Diagnosing Complex ADHD
Diagnosing complex ADHD starts with confirming that a patient meets DSM-5 criteria for ADHD alone. Children with ADHD need to exhibit six or more symptoms of inattention and/or hyperactivity and impulsivity to merit a diagnosis. Adults need only exhibit five symptoms. Learn more about DSM-5 symptoms and full diagnostic criteria here: What is ADHD, and how is it diagnosed?
Even if a patient does exhibit symptoms of ADHD, clinicians should still rule out alternative explanations as part of the evaluation. Changes to the patient’s home environment and circumstances, for example, could influence symptom severity and presentation.
Regardless of whether an ADHD diagnosis is established, clinicians should assess for comorbid conditions. The diagnosing clinician, if experienced in doing so, can carry out assessments for other conditions. Otherwise, they should refer the patient to an appropriate subspecialist.
Assessing Complex ADHD
As with ADHD, clinicians may assess comorbidities by using diagnostic rating scales like the Patient Health Questionnaire, Mood Disorder Questionnaire, and Social Responsiveness Scale-2.
While complex ADHD is generally defined as ADHD with a co-occurring condition, the SDBP notes that complex ADHD is defined by any of the following:
The presence of suspicion of co-existing disorders and complicating factors; neurodevelopmental disorders; specific learning disorders; mental health disorders; medical conditions; genetic disorders; complicated psychosocial factors; and/or functional impairments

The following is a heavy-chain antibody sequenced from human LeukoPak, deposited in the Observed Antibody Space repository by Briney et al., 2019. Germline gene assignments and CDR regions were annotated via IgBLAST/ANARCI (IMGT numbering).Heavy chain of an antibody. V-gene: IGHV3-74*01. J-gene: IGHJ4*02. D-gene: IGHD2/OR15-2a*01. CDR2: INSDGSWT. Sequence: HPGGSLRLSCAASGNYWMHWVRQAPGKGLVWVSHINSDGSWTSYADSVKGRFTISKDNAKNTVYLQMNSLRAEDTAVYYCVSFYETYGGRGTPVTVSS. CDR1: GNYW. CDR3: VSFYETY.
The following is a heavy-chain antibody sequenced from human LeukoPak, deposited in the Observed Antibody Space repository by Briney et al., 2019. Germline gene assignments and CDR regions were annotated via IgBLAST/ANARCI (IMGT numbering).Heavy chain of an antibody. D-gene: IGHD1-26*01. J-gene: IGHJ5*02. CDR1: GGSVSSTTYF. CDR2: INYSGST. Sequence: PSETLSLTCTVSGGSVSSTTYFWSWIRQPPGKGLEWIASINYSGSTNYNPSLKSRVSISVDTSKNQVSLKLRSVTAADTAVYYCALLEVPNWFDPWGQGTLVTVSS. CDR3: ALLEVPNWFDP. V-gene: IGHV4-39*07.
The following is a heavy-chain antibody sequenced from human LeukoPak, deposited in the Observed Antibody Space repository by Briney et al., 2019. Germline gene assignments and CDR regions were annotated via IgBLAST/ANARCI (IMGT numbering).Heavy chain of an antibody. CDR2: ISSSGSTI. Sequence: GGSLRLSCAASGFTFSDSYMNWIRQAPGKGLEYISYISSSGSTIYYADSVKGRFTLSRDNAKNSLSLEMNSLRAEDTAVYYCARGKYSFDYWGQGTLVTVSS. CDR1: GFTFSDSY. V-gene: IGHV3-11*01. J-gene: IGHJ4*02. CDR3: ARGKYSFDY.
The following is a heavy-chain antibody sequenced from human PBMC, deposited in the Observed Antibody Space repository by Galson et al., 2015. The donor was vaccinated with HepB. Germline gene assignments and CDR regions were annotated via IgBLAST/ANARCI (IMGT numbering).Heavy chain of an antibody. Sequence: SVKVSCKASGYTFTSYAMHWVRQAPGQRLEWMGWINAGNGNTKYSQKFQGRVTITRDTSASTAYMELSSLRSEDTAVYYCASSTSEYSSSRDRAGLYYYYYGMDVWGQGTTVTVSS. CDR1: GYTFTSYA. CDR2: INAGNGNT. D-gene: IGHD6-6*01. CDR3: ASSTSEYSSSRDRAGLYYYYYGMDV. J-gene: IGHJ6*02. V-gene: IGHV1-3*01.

Diagnostic uncertainty on the part of the primary care clinician
Inadequate response to treatment
The patient is younger than 4 or older than 12 years of age at the time of initial presentation of symptoms
Complex ADHD: Treatment
The accepted approach to addressing complex ADHD is to treat the comorbidities first only if they are severe, and, in all other cases, to treat ADHD and the comorbidities simultaneously. This is what makes treating complex ADHD a delicate balancing act – one condition can’t be ignored for the other(s). Treating ADHD may resolve and improve co-existing conditions. However, comorbidities may also require separate treatment. It is also true that treating just one condition can worsen others.
This updated paradigm differs from the previously accepted approach of treating comorbidities first and then treating ADHD.
Treating ADHD symptoms in an individual with complex ADHD should follow a multimodal approach that may include:
- Neurofeedback Therapy
- Psychotherapy (individual, couples, and/or family) may also help manage co-existing conditions
- ADHD and executive function coaching
- Behavioral parent training (for children with ADHD)
- Academic and/or workplace accommodations
- Individual and family support
- Healthy habits – nutrition, sleep, and exercise
Pharmacotherapy options are available to help with certain ADHD symptoms but may only be recommended and prescribed by a doctor.
Clinicians should work with patients to determine unique areas of impairment and difficulty, and tailor treatments accordingly. At the start of treatment, patients should list goals and symptoms to target for improvement. Over time, the patient should note (perhaps using a scale model) how close (or far) they have moved with each symptom.
Here at Neurohealth Associates, we specialize in Neurofeedback treatments. Neurofeedback may be helpful for treating ADHD symptoms, especially if you are unsure about putting yourself or your child on medication. The easy, noninvasive treatments can painlessly improve your mental health condition and outlook on life. Schedule a consultation with NeuroHealth today and find out how we can help you.
Original article posted by ADDitude Mag.